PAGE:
Retrospective: The Wolfman and the Invisible Man on the Big Screen

By Joan Amenn

Universal Studios released a few of their most iconic horror films back into theaters this month and yesterday the double feature was “The Wolfman” (1941) and “The Invisible Man” (1933). These two films represent bookends of the genre, in a sense. One focuses on the theme of humanity delving into forbidden knowledge, specifically through science. The other’s plot suggests that there are “more things in Heaven and Earth than are written in [our] philosophy” as a certain Danish prince once said.

Of the two, I think that “The Invisible Man” retains its power more, and not just because folkloric curses seem to be the least of our potential problems in the 21st Century. Director James Whale, who had experience in the theater, knew how to build up tension in a scene. He also believed in the importance of tempering horror with humor which was a formula Universal whole-heartedly embraced in its later popular series of Abbott and Costello meeting various members of their “monster” canon.

Most of us have seen “The Invisible Man” in our homes on smaller screens than it was originally created for. On a theater screen, the famous reveal of Claude Rains unwrapping his head bandages to show nothing underneath is even more stunning. The tight camera focus on him and his amazing voice as he defiantly taunts the villagers who are watching dumb founded is still thrilling. Of course, Rains was hired precisely because of his well-trained voice and it helps that H.G. Wells had script approval over the adaptation of his novel.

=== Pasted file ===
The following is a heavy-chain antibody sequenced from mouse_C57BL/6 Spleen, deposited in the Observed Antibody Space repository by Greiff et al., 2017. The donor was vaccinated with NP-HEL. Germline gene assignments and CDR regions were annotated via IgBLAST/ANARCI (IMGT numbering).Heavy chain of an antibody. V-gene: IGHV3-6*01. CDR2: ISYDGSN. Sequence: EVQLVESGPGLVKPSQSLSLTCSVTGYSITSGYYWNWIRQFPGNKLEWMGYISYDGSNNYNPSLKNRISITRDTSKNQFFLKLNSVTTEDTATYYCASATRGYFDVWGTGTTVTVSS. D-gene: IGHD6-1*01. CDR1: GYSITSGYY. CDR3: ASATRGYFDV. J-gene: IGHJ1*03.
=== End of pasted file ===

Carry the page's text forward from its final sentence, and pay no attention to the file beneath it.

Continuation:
“The Wolfman” was one of maybe two of the original Universal Monsters that was not based on a previous novel. In other words, Lon Chaney Jr. created the mythos along with a great script by Curt Siodmak virtually out of whole cloth. It is a tribute to the pathos and humanity that Chaney brought to the role that lycanthropy remains a popular horror trope that is still being mined for fresh takes. He is truly heartbreaking as a man cursed “through no fault of his own” and that’s not easy to pull off when your face is covered with yak hair. Chaney is made more tragic by his father, played by Claude Rains again, refusing to acknowledge that his malady is not caused by something that can be rationally explained.

Humanity’s helplessness against the mysteries of nature and the universe would be a theme later expanded upon by Universal when they ventured into post-atomic age science fiction films.  However, their early offerings of classic horror through their monster canon has arguably given Hollywood greater base material to reiterate from over the years. Even so, the originals still offer plenty of thrill and nostalgia, especially if you are lucky enough to find your local cinema is showing them for a weekend matinee.

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